It’s conference season, and that means marketing overload for many vendors. And there’s a few words the doctor is hearing a bit too much and he’s NOT impressed! So what are these words?
Digital. Digital Procurement. Digitized. Digitized Procurement. Digitization. Ugh. They’ve been using variations of the same word for almost 20 years — and despite claims to the contrary, the meaning hasn’t really changed. You’re analog, or you’re digital. There’s no degrees to digital.
Look at the dictionary definition for crying out loud! Of, relating to, or using data in the form of numerical digits. What’s new, or even enticing, about this? ABSOLUTELY NOTHING!
Internet of Things
The internet has ALWAYS been an internet of things. Computers are not people. They are computers. The only difference today is that we are sticking computers in more things to collect and transmit sensor data automatically rather than reading it, and entering it into the computer. It’s not the big whoop most companies are making it out to be as most companies haven’t developed much that uses that near real-time in a truly useful way.
It’s not artificially intelligent. It’s cognitive. And the bull crap has reached a whole new level. Let’s look at the definition.
Of or relating to the mental process of perception, memory, judgment, and reasoning.
Yes computers can perceive through sensors, store data in memory, use algorithms to assign, or judge, and use very advanced automated algorithms to reason, but we’re overlooking one key word here. Mental. Computers don’t have a mind, and they are not intelligent. The implication here is that which is cognitive is intelligent, and they are not intelligent.
We haven’t even reached true AI yet in any field and we are supposed to believe that a little Sourcing or Procurement vendor has reached the next, cognitive level of AI development? While a best in class vendor may have a few algorithms that are almost cognitive for a few, select, situations, considering the billions going into AI research and the limited progress most specialist vendors are making, you know we’re not ready to be throwing this term around.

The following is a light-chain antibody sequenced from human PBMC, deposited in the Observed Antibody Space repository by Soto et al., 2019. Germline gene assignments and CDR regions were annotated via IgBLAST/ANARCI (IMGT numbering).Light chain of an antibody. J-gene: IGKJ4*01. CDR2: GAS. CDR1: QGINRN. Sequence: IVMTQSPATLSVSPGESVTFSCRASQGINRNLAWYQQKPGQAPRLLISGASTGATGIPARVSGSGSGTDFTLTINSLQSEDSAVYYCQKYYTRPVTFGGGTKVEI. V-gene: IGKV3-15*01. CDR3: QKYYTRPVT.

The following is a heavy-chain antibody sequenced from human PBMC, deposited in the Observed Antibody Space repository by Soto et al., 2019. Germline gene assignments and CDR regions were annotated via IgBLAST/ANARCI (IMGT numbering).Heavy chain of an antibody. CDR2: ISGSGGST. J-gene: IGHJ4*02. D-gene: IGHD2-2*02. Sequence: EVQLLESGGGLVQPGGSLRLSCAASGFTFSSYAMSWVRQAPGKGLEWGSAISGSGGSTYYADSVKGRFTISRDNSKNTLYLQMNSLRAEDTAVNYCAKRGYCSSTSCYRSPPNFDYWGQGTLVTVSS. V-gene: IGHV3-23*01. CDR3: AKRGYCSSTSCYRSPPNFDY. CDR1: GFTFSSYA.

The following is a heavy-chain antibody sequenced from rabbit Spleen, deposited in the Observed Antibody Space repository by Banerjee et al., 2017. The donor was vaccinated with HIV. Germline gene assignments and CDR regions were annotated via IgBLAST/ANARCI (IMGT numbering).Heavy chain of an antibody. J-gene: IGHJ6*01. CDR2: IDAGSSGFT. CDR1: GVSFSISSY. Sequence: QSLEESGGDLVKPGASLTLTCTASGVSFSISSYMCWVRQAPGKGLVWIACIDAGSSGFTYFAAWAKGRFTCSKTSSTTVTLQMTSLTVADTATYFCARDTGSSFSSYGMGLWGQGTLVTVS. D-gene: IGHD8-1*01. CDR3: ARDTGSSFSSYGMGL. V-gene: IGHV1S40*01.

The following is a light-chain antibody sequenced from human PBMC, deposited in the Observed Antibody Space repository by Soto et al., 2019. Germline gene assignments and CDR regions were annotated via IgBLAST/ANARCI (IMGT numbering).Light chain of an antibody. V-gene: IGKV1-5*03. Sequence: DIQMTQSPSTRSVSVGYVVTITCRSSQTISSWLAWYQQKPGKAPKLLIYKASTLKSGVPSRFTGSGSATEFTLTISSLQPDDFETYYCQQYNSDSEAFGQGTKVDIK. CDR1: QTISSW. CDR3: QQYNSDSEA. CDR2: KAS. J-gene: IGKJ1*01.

And, an honorable mention (because, while not common in our space yet, it’s coming):
the doctor‘s been seeing this word a lot on social media in marketing and commentary, and, unfortunately, it seems like it’s starting to creep into our space. For those of us that actually went to a real University and have a sound (classical) education, we know that Postmodernism is a rather broad intellectual movement across the arts and fields with applied arts (like architecture and archaeology) based on a philosophy that takes us from the literary-influenced philosophy of modernism to a post-modern way of thinking that developed in the middle of the last century and reached wide acceptance in the 1980s, when it was a Land of Confusion.
This was the time of the MRPs (and not the ERPs). Do we really want to be associating our new and innovative solutions with that era?
So please, please, please don’t get sucked in by the the impressive words. Instead look for impressive, time-saving, value-adding functions (and forget the feature lists). (But that’s another rant.)